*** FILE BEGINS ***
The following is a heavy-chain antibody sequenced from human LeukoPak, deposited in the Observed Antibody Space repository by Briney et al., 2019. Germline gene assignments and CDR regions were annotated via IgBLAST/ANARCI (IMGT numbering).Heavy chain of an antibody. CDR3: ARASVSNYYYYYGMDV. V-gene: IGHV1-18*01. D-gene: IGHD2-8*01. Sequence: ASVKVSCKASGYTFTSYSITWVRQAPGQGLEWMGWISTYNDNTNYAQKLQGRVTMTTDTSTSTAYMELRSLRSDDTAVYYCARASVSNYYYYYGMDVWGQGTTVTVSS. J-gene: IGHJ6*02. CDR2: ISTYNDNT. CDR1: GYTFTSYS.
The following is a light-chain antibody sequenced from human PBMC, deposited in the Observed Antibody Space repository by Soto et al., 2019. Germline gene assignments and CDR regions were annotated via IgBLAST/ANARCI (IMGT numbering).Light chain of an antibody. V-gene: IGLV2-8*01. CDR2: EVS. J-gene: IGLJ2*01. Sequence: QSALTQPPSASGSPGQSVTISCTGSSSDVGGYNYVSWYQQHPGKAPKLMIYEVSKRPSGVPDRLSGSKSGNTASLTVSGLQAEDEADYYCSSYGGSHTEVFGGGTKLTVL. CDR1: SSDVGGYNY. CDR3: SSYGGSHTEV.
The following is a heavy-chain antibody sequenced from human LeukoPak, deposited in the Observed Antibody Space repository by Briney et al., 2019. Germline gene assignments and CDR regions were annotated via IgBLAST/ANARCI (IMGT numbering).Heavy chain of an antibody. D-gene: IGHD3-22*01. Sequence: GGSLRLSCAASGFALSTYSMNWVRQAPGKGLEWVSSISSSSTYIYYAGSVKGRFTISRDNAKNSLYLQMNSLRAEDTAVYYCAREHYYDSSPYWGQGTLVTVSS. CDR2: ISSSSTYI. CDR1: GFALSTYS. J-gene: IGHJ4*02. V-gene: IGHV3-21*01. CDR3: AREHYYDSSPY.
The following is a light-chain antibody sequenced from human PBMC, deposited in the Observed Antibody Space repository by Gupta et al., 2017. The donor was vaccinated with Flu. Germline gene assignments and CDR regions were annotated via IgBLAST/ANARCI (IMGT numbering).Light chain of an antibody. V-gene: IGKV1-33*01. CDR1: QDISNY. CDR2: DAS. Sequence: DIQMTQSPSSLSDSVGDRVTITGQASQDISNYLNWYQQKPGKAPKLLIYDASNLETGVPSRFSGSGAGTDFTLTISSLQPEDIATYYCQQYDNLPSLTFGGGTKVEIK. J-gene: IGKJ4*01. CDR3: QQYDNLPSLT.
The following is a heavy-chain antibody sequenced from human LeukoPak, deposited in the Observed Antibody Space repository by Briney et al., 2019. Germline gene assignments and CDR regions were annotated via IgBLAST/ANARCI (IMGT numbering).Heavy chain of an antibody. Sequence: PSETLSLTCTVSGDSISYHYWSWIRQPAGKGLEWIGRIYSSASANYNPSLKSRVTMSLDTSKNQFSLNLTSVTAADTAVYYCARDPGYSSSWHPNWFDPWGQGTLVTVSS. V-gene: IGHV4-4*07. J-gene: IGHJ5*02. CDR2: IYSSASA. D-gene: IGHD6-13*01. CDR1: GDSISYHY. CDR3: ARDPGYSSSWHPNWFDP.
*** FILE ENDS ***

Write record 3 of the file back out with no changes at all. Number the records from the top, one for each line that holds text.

The following is a heavy-chain antibody sequenced from human LeukoPak, deposited in the Observed Antibody Space repository by Briney et al., 2019. Germline gene assignments and CDR regions were annotated via IgBLAST/ANARCI (IMGT numbering).Heavy chain of an antibody. D-gene: IGHD3-22*01. Sequence: GGSLRLSCAASGFALSTYSMNWVRQAPGKGLEWVSSISSSSTYIYYAGSVKGRFTISRDNAKNSLYLQMNSLRAEDTAVYYCAREHYYDSSPYWGQGTLVTVSS. CDR2: ISSSSTYI. CDR1: GFALSTYS. J-gene: IGHJ4*02. V-gene: IGHV3-21*01. CDR3: AREHYYDSSPY.